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WhatAccording to a new study from the U.S. Travel Association, travel industry jobs lead to higher wages and offer excellent career and financial stability — and they also offer better compensation than manufacturing and health care jobs.
Why It MattersFindings from the report include that travel is the No. 1 industry for first jobs (nearly four in 10 workers got their start in travel and tourism); those who began their career in travel have gone on to earn a peak average salary of $82,400; and 31% of those reentering the workforce do so through a travel job. It’s clear: Travel is important to our workforce and economy.
Fast Facts- The study, Made in America: Travel's Contribution to Workforce Development, is the second in U.S. Travel Association’s Made in America series spotlighting the importance of travel for the U.S. economy. The report primarily relies on data from the Bureau of Labor Statistics National Longitudinal Surveys of Youth 1979 and 1997 to explore the career path of individuals whose first job was in the travel industry.
- Those who began their career in travel and have earned a peak average salary of $82,400 have done so by the time they were 50 years old, which is higher than individuals who started in manufacturing, health care and other industries.
- Just 12% Americans who have reentered the workforce did so through manufacturing jobs, and 8% in health care, compared to the nearly one-third who chose a travel job.
- Travel industry jobs provide flexibility for pursuit of higher education and training: Of the 6.1 million Americans working part-time while pursuing higher education in 2018, more than half were employed in travel-related industries. Nearly one in five (18%) travel industry employees currently attend school, compared to the 8% of workers attending school in other sectors of the economy.
- The travel industry is diverse and accessible compared to other industries: Nearly half (46%) of travel industry employees have a high school degree or less, compared to 30% of employees of the rest of the economy. Travel also has a greater share of Hispanics, African Americans and multi-ethnic individuals than the rest of the economy.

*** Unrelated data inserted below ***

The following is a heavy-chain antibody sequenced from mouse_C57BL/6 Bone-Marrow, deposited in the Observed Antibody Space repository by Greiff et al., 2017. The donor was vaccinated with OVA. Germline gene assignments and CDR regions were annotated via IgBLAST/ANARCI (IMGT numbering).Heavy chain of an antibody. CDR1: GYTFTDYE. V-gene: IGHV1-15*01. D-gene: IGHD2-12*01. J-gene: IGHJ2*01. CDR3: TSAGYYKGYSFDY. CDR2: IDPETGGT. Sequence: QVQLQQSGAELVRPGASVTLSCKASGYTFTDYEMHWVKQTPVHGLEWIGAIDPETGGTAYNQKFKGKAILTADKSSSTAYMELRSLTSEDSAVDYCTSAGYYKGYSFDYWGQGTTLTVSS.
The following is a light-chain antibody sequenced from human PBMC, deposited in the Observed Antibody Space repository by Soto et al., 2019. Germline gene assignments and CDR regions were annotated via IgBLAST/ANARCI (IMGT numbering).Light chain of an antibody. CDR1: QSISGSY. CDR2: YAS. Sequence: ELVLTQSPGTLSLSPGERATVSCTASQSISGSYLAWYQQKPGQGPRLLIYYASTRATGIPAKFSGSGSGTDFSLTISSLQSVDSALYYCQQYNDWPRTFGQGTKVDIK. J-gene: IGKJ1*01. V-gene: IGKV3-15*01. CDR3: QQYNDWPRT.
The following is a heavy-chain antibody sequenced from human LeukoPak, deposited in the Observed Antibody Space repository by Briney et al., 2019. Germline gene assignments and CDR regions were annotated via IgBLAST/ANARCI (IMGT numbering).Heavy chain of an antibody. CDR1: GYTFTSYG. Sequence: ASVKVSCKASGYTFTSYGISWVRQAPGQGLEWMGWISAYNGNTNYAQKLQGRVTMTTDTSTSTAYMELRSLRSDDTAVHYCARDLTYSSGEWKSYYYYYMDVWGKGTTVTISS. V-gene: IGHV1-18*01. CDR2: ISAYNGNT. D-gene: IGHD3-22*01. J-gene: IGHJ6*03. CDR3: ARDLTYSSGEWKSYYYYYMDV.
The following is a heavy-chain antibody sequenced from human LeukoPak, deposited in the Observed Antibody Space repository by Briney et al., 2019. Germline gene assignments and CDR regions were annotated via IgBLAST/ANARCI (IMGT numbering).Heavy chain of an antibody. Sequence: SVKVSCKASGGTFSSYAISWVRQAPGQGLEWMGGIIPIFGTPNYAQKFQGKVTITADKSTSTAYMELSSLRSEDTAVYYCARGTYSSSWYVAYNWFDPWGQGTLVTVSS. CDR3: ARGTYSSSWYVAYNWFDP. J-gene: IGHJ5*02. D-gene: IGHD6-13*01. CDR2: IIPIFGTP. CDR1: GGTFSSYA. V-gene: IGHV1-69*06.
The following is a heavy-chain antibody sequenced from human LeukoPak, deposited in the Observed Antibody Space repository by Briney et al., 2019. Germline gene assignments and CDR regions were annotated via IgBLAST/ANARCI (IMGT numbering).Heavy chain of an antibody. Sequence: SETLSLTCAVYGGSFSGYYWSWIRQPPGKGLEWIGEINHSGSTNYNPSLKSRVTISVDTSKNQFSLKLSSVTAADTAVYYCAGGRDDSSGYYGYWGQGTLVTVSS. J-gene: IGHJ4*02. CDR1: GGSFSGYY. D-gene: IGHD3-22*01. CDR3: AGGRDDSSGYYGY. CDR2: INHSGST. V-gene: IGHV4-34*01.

- Experience in travel fosters entrepreneurs: 17% of Americans whose first job was in travel now own their own business, and 19% consider themselves entrepreneurs — a higher figure than manufacturing and health care. Of women who started their career in the travel industry, 14% now consider themselves entrepreneurs, compared to 10% of those who started in health care.
- The travel industry fills the skills gap: Through training, education, certification programs and firsthand experience, the industry is providing resources and opportunities for high school and college students, minorities, females and individuals with barriers to employment such as the lack of a formal education.
What They Are Saying“Like many Americans, my first job was in the travel industry — as a lifeguard at a hotel pool — and it gave me the foundation of skills and opportunities that led to a long and rewarding career," said Roger Dow, president and CEO of U.S. Travel Association. "Travel industry jobs are uniquely accessible to all Americans and provide a path to a solid, lifelong livelihood. Simply put, travel is the gateway to the American dream."
"This report further reinforces the fact that travel matters to jobs and the economy in our country, and our government should prioritize pro-travel policies to ensure the industry continues to grow," he said.
The DetailsU.S. Travel Associationwww.ustravel.org